Style and Technique
“Cooking Lesson” uses interior monologue to portray a housewife’s silent indictment of gender roles as representative of the general voicelessness of women in Mexican society. The monologue suggests that those in a subordinate role are not free to speak their minds.
Irony is used throughout the story to address and debunk cultural conventions. While mocking her role, the wife suggests the burden social dictates place on women: “For example, choosing the menu. How could one carry out such an arduous task without the cooperation of society—of all history?” The narrator, who obviously resents her role, describes herself as a “self-sacrificing little Mexican wife, born like a dove to the nest.” She sarcastically denounces both male sexual competence and female pleasure: “The classic moan. Myths. Myths.” Deriding the notion that a woman is an incomplete being without a man, she says that she has undergone “a profound metamorphosis.” Previously, she “didn’t know and now I know; I didn’t feel and now I feel; I wasn’t and now I am.” Because society at large considers that a female’s greatest accomplishment is securing a husband, the narrator ridicules the gratefulness implicitly elicited from brides saved from spinsterhood.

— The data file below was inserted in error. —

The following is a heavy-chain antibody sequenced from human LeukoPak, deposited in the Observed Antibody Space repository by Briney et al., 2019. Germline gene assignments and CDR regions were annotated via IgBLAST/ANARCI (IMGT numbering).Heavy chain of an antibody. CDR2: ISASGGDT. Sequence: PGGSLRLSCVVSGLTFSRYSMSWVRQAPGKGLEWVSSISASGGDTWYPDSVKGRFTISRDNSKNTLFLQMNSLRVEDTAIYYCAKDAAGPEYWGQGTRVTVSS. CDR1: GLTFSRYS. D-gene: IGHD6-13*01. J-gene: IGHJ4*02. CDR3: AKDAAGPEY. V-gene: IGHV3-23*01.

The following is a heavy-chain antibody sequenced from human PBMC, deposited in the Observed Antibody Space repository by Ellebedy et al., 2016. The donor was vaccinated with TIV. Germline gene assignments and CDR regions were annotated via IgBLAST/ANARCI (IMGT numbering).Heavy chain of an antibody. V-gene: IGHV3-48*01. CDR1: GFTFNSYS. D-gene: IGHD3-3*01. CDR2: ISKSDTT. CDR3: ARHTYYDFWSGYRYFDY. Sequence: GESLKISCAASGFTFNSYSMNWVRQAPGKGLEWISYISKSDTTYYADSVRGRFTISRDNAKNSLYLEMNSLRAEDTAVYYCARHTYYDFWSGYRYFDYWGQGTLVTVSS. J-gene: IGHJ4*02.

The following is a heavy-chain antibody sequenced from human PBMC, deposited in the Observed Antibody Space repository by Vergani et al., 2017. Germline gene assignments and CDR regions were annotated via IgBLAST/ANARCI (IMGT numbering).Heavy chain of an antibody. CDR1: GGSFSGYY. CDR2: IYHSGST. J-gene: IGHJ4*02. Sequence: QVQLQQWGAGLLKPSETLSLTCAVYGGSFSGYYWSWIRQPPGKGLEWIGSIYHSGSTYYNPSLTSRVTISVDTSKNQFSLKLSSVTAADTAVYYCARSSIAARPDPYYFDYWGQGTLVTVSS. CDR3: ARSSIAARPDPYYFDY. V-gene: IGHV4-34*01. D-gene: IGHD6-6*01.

By consistently alternating the wife’s train of thought between two frustrating experiences (marriage and cooking), Castellanos juxtaposes the focus to suggest the analogy of wife to meat. Furthermore, the use of flashbacks to depict a change in consciousness suggests the wife’s daydreaming state while cooking. The lack of transition between past and present in the narration can be as abrupt as “I . . . The meat,” thus exemplifying the wife’s blurring of identity, a subject turned object.